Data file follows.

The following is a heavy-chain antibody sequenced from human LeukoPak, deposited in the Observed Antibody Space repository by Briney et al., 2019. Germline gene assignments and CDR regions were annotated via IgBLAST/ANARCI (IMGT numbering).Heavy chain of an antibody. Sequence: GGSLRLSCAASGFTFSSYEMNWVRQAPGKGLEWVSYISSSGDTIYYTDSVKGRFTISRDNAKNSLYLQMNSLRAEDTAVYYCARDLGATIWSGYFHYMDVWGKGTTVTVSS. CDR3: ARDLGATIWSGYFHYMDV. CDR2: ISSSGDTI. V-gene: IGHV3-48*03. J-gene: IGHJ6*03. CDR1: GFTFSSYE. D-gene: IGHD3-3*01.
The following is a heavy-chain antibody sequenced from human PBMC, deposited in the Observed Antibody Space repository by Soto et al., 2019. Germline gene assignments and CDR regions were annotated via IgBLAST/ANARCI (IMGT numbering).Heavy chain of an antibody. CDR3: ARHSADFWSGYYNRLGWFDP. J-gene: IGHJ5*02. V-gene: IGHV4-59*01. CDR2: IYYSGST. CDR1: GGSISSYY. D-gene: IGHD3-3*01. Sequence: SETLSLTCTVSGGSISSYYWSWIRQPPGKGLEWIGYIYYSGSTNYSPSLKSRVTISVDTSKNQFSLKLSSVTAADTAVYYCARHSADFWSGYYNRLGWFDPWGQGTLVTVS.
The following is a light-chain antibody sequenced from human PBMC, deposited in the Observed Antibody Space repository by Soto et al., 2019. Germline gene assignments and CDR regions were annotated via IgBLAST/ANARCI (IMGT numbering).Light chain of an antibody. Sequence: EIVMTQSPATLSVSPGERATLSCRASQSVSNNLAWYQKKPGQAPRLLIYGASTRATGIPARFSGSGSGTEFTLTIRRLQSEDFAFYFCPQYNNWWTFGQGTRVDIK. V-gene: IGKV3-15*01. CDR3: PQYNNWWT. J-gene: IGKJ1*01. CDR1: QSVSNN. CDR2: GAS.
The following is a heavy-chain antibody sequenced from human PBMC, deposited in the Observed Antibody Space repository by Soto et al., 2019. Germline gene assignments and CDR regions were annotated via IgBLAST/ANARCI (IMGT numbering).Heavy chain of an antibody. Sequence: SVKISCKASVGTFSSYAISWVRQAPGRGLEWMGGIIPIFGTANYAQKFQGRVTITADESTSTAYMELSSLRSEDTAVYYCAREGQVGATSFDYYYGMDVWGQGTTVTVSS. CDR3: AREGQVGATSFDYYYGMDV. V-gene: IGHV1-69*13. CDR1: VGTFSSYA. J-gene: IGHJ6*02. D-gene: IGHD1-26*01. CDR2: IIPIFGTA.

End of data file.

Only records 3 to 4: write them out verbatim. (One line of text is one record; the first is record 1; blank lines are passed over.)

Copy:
The following is a light-chain antibody sequenced from human PBMC, deposited in the Observed Antibody Space repository by Soto et al., 2019. Germline gene assignments and CDR regions were annotated via IgBLAST/ANARCI (IMGT numbering).Light chain of an antibody. Sequence: EIVMTQSPATLSVSPGERATLSCRASQSVSNNLAWYQKKPGQAPRLLIYGASTRATGIPARFSGSGSGTEFTLTIRRLQSEDFAFYFCPQYNNWWTFGQGTRVDIK. V-gene: IGKV3-15*01. CDR3: PQYNNWWT. J-gene: IGKJ1*01. CDR1: QSVSNN. CDR2: GAS.
The following is a heavy-chain antibody sequenced from human PBMC, deposited in the Observed Antibody Space repository by Soto et al., 2019. Germline gene assignments and CDR regions were annotated via IgBLAST/ANARCI (IMGT numbering).Heavy chain of an antibody. Sequence: SVKISCKASVGTFSSYAISWVRQAPGRGLEWMGGIIPIFGTANYAQKFQGRVTITADESTSTAYMELSSLRSEDTAVYYCAREGQVGATSFDYYYGMDVWGQGTTVTVSS. CDR3: AREGQVGATSFDYYYGMDV. V-gene: IGHV1-69*13. CDR1: VGTFSSYA. J-gene: IGHJ6*02. D-gene: IGHD1-26*01. CDR2: IIPIFGTA.